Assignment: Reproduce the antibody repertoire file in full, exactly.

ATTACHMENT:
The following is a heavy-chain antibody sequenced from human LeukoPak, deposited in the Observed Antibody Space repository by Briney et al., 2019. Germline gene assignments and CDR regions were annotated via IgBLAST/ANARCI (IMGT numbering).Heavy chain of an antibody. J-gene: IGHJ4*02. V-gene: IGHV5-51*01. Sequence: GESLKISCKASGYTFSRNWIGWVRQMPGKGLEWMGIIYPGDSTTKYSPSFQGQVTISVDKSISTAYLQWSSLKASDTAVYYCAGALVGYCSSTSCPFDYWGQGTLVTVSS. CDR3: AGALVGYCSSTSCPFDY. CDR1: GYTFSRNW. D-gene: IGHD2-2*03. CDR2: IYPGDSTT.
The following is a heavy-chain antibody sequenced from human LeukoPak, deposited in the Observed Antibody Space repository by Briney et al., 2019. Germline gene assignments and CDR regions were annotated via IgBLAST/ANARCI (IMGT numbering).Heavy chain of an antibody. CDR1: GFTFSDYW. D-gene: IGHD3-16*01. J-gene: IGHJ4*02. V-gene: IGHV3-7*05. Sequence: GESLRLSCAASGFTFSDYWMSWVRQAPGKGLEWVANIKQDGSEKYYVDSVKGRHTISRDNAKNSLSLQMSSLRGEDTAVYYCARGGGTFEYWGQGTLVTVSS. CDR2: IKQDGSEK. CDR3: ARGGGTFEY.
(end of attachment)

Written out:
The following is a heavy-chain antibody sequenced from human LeukoPak, deposited in the Observed Antibody Space repository by Briney et al., 2019. Germline gene assignments and CDR regions were annotated via IgBLAST/ANARCI (IMGT numbering).Heavy chain of an antibody. J-gene: IGHJ4*02. V-gene: IGHV5-51*01. Sequence: GESLKISCKASGYTFSRNWIGWVRQMPGKGLEWMGIIYPGDSTTKYSPSFQGQVTISVDKSISTAYLQWSSLKASDTAVYYCAGALVGYCSSTSCPFDYWGQGTLVTVSS. CDR3: AGALVGYCSSTSCPFDY. CDR1: GYTFSRNW. D-gene: IGHD2-2*03. CDR2: IYPGDSTT.
The following is a heavy-chain antibody sequenced from human LeukoPak, deposited in the Observed Antibody Space repository by Briney et al., 2019. Germline gene assignments and CDR regions were annotated via IgBLAST/ANARCI (IMGT numbering).Heavy chain of an antibody. CDR1: GFTFSDYW. D-gene: IGHD3-16*01. J-gene: IGHJ4*02. V-gene: IGHV3-7*05. Sequence: GESLRLSCAASGFTFSDYWMSWVRQAPGKGLEWVANIKQDGSEKYYVDSVKGRHTISRDNAKNSLSLQMSSLRGEDTAVYYCARGGGTFEYWGQGTLVTVSS. CDR2: IKQDGSEK. CDR3: ARGGGTFEY.